Jatropha Curcas

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Jatropha curcas is a small oleaginous fruit bearing tree from the Euphorbiaceae family that thrives in warm weather and can grow in any barren soil without care and manuring. It is easy to establish, grows relatively quickly and lives, producing seeds for 50 years. It is non-edible variety of crop with remarkable toxicity. High toxicity in it is due to the presence of trypsin, curcin (a lectin), flavonoids, phorbol esters makes it unsuitable for human or animal consumption. Furthermore its ability to withstand periods of drought, naturally repel pests, and grow in subprime soil makes it a great candidate for combating soil erosion and
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Currently, biodiesel is much more expensive than petroleum diesel, the major reason for that is high price of the purified feedstock. Commercially, most of the biodiesel currently synthesized utilizes edible grade feedstocks such as soybean oil in Brazil, rape seed oil in Europe and United States, palm oil in Malaysia and Indonesia, -depending on the relative abundance of the feedstock. The value of soybean and palm oil as a food product makes production of a cost effective biofuel very challenging. However, there exist many low cost resources such as waste cooking oil, animal fats and non-edible vegetable oil such as Jatropha curcas that could be transformed into biodiesel. The problem associated with processing these low-cost raw materials is that they often contain large amounts of free fatty acids (FFAs), moisture and solid residues that cannot be converted into biodiesel using an alkaline catalyst. They need to be pretreated and purified; making the process more expensive. In order to overcome these problems solid acid/base catalysts were attempted in current studies to synthesize biodiesel from crude Jatropha oil. Complete life cycle of Jatropha from plant to biodiesel is shown in Figure 6.2. (Deng, Fang and Liu,…show more content…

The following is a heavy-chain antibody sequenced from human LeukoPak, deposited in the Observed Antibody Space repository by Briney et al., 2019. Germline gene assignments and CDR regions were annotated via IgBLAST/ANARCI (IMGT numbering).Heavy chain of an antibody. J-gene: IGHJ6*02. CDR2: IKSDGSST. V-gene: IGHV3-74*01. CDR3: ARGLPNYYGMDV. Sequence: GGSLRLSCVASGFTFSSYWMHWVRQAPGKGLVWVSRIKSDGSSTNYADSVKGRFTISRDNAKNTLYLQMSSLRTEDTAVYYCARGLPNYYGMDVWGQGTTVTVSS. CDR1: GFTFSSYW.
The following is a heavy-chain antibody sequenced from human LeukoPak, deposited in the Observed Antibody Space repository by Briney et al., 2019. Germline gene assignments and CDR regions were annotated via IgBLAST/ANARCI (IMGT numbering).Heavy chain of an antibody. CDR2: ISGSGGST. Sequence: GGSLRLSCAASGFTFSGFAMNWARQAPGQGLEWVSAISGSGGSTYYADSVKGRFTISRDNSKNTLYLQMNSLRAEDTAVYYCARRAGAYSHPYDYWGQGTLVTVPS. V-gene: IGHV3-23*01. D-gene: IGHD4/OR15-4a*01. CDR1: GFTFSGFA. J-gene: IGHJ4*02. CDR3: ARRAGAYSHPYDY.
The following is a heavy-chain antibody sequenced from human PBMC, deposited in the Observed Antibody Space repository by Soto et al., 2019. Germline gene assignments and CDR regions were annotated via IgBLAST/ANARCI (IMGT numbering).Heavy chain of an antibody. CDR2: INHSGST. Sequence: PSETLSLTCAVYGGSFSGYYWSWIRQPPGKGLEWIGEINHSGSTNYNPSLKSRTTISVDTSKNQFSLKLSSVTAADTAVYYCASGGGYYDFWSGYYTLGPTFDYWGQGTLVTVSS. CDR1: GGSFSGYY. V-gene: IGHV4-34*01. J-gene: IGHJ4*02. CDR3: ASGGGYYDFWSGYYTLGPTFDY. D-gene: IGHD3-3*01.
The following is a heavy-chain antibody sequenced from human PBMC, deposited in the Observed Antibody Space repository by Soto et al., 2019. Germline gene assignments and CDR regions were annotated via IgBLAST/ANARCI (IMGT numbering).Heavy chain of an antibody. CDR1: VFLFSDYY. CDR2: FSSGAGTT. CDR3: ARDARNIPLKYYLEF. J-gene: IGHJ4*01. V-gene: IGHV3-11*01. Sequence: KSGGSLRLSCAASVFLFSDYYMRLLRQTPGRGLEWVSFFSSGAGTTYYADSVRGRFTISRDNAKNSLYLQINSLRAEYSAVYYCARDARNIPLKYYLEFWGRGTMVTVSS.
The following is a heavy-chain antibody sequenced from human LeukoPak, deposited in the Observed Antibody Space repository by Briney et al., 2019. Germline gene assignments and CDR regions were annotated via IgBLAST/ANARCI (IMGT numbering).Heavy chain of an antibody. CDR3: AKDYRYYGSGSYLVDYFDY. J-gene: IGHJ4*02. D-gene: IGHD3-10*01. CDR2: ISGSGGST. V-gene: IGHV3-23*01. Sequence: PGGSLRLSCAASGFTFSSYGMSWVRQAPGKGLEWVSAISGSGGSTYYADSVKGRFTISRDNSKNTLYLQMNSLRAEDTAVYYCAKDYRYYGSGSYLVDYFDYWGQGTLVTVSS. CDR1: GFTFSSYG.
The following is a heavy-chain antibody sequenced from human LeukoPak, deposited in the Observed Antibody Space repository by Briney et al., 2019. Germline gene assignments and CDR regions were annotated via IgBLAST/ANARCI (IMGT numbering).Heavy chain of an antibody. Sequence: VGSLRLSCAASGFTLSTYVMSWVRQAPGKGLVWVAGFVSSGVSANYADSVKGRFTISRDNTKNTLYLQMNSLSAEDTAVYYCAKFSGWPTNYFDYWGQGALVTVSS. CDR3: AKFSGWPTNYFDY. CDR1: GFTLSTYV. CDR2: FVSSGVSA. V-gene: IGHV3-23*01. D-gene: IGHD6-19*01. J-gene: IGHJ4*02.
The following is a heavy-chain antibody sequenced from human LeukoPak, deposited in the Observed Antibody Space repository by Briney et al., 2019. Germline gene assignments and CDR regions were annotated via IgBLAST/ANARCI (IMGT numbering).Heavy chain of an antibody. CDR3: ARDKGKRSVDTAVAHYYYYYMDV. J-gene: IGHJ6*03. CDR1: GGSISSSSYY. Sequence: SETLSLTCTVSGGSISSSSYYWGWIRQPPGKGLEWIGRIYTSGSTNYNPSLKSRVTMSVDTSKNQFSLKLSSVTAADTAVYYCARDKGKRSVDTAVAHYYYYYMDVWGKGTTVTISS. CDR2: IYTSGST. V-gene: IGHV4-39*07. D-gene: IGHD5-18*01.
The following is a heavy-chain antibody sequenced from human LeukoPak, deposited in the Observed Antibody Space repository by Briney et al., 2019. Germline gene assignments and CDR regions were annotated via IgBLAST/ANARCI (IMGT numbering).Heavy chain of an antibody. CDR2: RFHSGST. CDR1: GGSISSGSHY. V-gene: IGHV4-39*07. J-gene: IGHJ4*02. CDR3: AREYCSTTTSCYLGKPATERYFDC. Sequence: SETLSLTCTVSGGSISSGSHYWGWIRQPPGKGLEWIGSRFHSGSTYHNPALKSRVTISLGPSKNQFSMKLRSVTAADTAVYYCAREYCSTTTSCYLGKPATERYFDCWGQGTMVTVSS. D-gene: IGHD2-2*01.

The typical reaction of transesterification was carried out in a 50 ml round bottom flask, attached with reflux condenser over magnetic stirrer. Jatropha oil and methanol were added in required molar ratios and heated at set reaction temperature. After attaining the reaction temperature catalyst was added to reaction mixture and time was noted as reaction start time. Stirring speed was maintained at 1000 rpm to keep system uniform in temperature and suspension. After the reaction is completed, the product mixture was rotary evaporated to separate methanol and methyl esters. The FAME yield was then analyzed over GC-MS (Agilent 7890) system with HP-5 capillary
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